A new Iphone or my first tefillin?

The conversations and interactions we have throughout Beth El are often fascinating and thought-provoking.

Some weeks ago during my Wednesday morning Torah class, we talked about the price of tefillin and why they are so expensive. I took advantage of the conversation to spend some time learning about tefillin. I explained briefly the rabbinical approach and gave my spiel about how the tefillin are the connectors with God. Like small “walkie talkie” devices they “connect and carry” our

prayers to God.

I showed the class my old tefillin; I opened them and showed the inside, the compartments, the tendons used to sew, the parchments and the different types of tefillin.

Then I posed my class a question: “Why do we question the price of tefillin that we will use for a life-time but have no problem spending lots of money on a mobile phone that will be good for one or two years until a new operating system will make them slow?”

There was a long silence in the room, which helped me realize that it was a good question!  To me, that silence pause for reflection. Where are we investing our resources? Is it more important to connect with others or connect with God or are the two maybe equally important?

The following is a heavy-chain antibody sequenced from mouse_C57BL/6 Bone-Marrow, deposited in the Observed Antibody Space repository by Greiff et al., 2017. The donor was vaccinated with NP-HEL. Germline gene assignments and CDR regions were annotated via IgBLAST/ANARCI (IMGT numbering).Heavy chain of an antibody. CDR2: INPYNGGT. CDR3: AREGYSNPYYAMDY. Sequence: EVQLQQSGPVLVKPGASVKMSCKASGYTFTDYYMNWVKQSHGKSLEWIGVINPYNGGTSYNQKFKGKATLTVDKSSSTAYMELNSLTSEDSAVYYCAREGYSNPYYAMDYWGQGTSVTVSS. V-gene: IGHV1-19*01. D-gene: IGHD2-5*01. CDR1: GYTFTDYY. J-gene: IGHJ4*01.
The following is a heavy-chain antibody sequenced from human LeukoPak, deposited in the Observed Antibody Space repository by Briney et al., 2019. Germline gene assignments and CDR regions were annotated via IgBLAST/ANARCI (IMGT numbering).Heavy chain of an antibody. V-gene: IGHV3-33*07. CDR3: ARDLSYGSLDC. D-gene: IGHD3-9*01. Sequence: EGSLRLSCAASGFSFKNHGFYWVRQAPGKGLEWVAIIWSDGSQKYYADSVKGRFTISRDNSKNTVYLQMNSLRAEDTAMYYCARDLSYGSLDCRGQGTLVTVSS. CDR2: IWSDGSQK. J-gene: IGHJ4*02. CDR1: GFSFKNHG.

This past Shabbat I spoke about the use of cellphones during Shabbat but also during the week. If you were not able to be present you can see the sermon here: https://www.youtube.com/watch?v=I1d_V6eMUcU

 

Also this week I got a very timely email about buying tefillin. The Conservative movement is encouraging members to buy Tefillin from the Masorti Movement in Israel and help promote Jewish Pluralism.

Here is the link with the specifications: https://www.masorti.org.il/page.php?pid=6792

 

But – back to the question, why are tefillin so expensive? They are made with a lot of care, love, passion, dedication and knowledge. The scribe works meticulously.  Our sages interpret the word וכתבתם — “And you shall write them” — [as a directive to write with] כתב תם, “an unblemished and complete script.” This means that no letter should touch another; rather, each letter should be surrounded by [blank] parchment on all sides, and it should have the crownlets required by the halachah (Jewish Law). There are 3188 letters on the parchments.

Treating the skins of the animals, written by an expert, painting, sewing, tying appropriately. The whole process –from beginning to end – may take more than twelve months. So why should we look for a bargain?

We all enjoy our phones, we use them daily (not on Shabbat and holidays!) and we take advantage of the many things we can accomplish with them.

Next time you change your phone, think of getting your first tefillin as well, I will be honored to help you to learn how to wrap them.

 

Posted by Rabbi Fabián Werbin

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